We all say we want unity in the profession. I wonder, though, if what we really want is “Unity around the positions I hold”!
Disunity makes us all uncomfortable, as well as making it easy to ignore us in policy development. However, our desire for unity is not absolute. There are many positions which I might hold that the profession would not unite around, even though I think they should. (Compulsory cultural safety training, anyone? That the profession should do more on climate change?)
We need to be aware of the history of our organisations, and how we’ve reached where we are, and then be aware of the constituency each organisation brings along. I’ll leave others to define what those are.
We need to remember the diversity of GPs. At the moment the only categories we have are rural or urban; corporate or small business. I, for one, don’t know where I fit in there. Fundamentally GPs are doctors of place. We are immersed in our communities, which is why we are diverse. Yeundumu is different to Wagga. Even in urban general practice in Sydney, Pymble is different to Bondi is different to Fairfield is different to Campbelltown. Katoomba and Bowral are unique! Each place where you find a GP, you will find a GP who knows the local community and its geography.
I suspect unity, if we achieved it, may be meaningless. Collaboration, though, is priceless. Each organisation can bring their unique constituencies to bear on complex problems. The one thing I think we want to do is to improve patient care. I’d suggest that this is most urgent among our communities with the least resources, over-represented in rural communities and Aboriginal and Torres Strait Islander people, but not uniquely so. Often doctors are the only people with a voice that is listened to in these communities, and we should advocate on their behalf.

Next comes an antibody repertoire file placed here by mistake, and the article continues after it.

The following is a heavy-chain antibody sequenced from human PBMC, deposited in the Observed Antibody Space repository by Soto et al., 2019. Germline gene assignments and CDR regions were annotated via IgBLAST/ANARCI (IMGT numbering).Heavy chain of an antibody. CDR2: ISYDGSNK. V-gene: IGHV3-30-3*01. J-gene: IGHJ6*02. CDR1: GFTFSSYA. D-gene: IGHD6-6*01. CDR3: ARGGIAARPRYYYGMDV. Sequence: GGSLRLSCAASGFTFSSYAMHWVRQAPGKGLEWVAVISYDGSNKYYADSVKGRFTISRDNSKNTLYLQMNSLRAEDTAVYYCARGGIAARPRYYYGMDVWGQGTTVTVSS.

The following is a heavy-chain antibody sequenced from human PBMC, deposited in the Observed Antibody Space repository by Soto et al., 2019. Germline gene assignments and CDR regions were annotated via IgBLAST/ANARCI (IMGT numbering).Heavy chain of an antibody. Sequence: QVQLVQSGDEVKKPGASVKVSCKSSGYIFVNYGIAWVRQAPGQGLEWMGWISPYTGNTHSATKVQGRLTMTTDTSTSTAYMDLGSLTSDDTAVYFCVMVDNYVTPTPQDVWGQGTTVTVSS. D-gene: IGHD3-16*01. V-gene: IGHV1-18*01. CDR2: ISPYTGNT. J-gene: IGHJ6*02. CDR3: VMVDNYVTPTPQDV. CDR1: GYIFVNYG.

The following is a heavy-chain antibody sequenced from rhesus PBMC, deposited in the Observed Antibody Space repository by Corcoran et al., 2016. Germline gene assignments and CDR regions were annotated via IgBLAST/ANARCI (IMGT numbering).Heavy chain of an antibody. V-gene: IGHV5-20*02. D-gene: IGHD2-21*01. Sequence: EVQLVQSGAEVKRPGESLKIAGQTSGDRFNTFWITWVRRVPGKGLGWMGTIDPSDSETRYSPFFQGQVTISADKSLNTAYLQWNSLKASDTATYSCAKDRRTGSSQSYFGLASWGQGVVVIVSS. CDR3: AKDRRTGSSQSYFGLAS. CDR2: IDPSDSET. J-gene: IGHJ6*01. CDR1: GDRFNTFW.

We would all agree – and have evidence to show – that high quality primary care, with generalist physicians – improves equity and improves health.
Collaboration, though, like unity, is only comfortable in the abstract. The process can be a bit messy, and involves compromise and discomfort. It’s as if we are all in separate little dinghies on the sea, and we all need to get in the same boat. If there is no rocking the boat, we will get nowhere. But if there is too much rocking the boat, we get thrown overboard.
Here’s to a better health system, and interesting times ahead.